Training sites such as: Cardrunners, PokerXfactor, Deucescracked and the soon to be launched PokerNews Strategy training site which can be seen here are just a selection of the best sites to choose from. These sites have revolutionised the way the game is taught, taking poker tuition above and beyond the written word and into a format which captures theory in motion.
Although poker literature has the ability to explain certain concepts of the game it does so in a concrete way, recorded sessions however, have the ability to bring theories to life and better demonstrate them because they can capture the unique dynamics and idiosyncrasies of the game. For example, knowing the theory and mechanics of a squeeze play (making a large re-raise following a raise and a call) is all well and good but employing such a move at the appropriate time can be a different story. By watching a pro employ a squeeze play at the right time in a game it gives a developing player the chance to see what table dynamics work best for such a move, something a book struggles to do. Watching some of the various poker tutors playing also gives an insight into how that player looks at the game, what mentality they have when they are playing and how they read certain situations. Poker books written by professional players may give definitions of certain plays and general rules on when its good to do certain things but they lack the ability to portray that particular players mindset, something which can help improve someone's game immensely.
So, if watching poker a tutorial is so beneficial then how about making a video yourself? Video software such as Camtasia and other free video programmes are readily available on the net and can help provide another dimension to your poker improvement. Over the past couple of weeks I've been busy recording my own videos, commentating on the moves I make, as if I'm making and instructional video, in the hope of trying to improve my game. One of the biggest problems in players' games is that they often make moves without knowing why they are doing them. By recording yourself it forces you to explain why you're doing what you're doing and adds an element of accountability to your actions. By verbalising your thought process it has the effect of making you feel responsible for what you are doing and also helps you identify whether you're actually sure what you're doing is right. Instead of simply clicking buttons in autopilot mode, recording yourself forces you to actually focus 100% on every play you make. Recording some of your sessions can also make an interesting break from the mundane process of reviewing your hand histories.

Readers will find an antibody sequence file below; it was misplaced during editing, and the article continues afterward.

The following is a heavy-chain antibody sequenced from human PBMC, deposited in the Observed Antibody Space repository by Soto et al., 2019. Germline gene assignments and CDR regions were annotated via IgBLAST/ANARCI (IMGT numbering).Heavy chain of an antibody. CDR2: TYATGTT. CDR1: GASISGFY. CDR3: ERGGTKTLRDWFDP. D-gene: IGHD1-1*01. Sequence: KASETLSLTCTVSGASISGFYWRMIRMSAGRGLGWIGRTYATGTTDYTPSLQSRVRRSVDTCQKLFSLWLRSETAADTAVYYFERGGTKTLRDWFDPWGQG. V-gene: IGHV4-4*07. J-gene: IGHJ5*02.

When reviewing raw hand histories a certain amount of perspective is lost in terms of game dynamics, i.e. was a certain player taking longer to act with certain hands? Was someone chatting in the chat box? Were people constantly moving in and out of the game? All these things have an effect on how the game flows and this in turn can affect the way you play a certain hand. By reviewing your sessions in recorded format it takes away the danger of analysing certain hands within a vacuum and lets you consider all the factors, such as your emotions, which went into playing a hand a certain way. From this you can then work on recognising not only your technical mistakes but also the emotional and psychological aspects which impinge upon your game. Making a video is also great if you intend to share your movies with a poker buddy. Aside from making it more interesting and entertaining it allows your friend to see exactly how you react in certain situations and by verbalising your thoughts it allows them to see exactly what level you are thinking on. In a game where it is crucial to always be tweaking your game in order to stay one step ahead of your rivals, taking the time to make a little home movie may just be the next step you need to take to becoming a winning player.